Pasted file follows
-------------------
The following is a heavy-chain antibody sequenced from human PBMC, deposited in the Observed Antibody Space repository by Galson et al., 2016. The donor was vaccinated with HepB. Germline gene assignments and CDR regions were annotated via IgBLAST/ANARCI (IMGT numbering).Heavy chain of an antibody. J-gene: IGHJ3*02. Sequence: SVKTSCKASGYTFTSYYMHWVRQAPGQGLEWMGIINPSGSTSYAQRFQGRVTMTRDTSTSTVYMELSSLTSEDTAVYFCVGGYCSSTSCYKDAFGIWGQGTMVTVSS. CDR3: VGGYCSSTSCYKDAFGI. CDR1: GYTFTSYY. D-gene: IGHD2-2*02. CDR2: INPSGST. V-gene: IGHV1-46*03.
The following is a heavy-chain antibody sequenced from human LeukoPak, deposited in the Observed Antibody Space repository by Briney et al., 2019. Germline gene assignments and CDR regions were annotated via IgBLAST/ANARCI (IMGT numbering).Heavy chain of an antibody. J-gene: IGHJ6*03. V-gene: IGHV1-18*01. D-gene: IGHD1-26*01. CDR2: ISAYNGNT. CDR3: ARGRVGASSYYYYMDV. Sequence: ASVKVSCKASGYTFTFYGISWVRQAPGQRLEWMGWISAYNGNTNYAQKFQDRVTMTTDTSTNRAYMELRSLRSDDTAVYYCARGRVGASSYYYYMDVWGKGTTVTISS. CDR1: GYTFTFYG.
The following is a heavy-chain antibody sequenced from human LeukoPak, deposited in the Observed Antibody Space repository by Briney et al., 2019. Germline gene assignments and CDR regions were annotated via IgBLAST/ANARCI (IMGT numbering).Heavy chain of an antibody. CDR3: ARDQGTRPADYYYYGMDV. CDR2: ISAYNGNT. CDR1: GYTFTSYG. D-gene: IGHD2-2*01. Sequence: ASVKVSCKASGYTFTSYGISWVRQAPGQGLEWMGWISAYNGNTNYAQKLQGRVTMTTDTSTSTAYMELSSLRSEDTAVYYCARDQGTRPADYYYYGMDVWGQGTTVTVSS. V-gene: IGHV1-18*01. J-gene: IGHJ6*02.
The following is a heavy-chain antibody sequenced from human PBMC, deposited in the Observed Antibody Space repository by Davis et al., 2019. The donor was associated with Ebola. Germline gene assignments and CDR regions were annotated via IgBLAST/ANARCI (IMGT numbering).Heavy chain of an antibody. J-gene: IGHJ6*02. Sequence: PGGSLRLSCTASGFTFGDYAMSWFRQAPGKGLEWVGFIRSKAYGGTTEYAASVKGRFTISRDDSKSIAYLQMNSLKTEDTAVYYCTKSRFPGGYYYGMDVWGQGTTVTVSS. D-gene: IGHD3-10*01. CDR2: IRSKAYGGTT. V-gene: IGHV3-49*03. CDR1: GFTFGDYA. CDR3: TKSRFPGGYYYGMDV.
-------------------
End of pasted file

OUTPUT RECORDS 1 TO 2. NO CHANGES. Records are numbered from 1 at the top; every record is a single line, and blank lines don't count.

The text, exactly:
The following is a heavy-chain antibody sequenced from human PBMC, deposited in the Observed Antibody Space repository by Galson et al., 2016. The donor was vaccinated with HepB. Germline gene assignments and CDR regions were annotated via IgBLAST/ANARCI (IMGT numbering).Heavy chain of an antibody. J-gene: IGHJ3*02. Sequence: SVKTSCKASGYTFTSYYMHWVRQAPGQGLEWMGIINPSGSTSYAQRFQGRVTMTRDTSTSTVYMELSSLTSEDTAVYFCVGGYCSSTSCYKDAFGIWGQGTMVTVSS. CDR3: VGGYCSSTSCYKDAFGI. CDR1: GYTFTSYY. D-gene: IGHD2-2*02. CDR2: INPSGST. V-gene: IGHV1-46*03.
The following is a heavy-chain antibody sequenced from human LeukoPak, deposited in the Observed Antibody Space repository by Briney et al., 2019. Germline gene assignments and CDR regions were annotated via IgBLAST/ANARCI (IMGT numbering).Heavy chain of an antibody. J-gene: IGHJ6*03. V-gene: IGHV1-18*01. D-gene: IGHD1-26*01. CDR2: ISAYNGNT. CDR3: ARGRVGASSYYYYMDV. Sequence: ASVKVSCKASGYTFTFYGISWVRQAPGQRLEWMGWISAYNGNTNYAQKFQDRVTMTTDTSTNRAYMELRSLRSDDTAVYYCARGRVGASSYYYYMDVWGKGTTVTISS. CDR1: GYTFTFYG.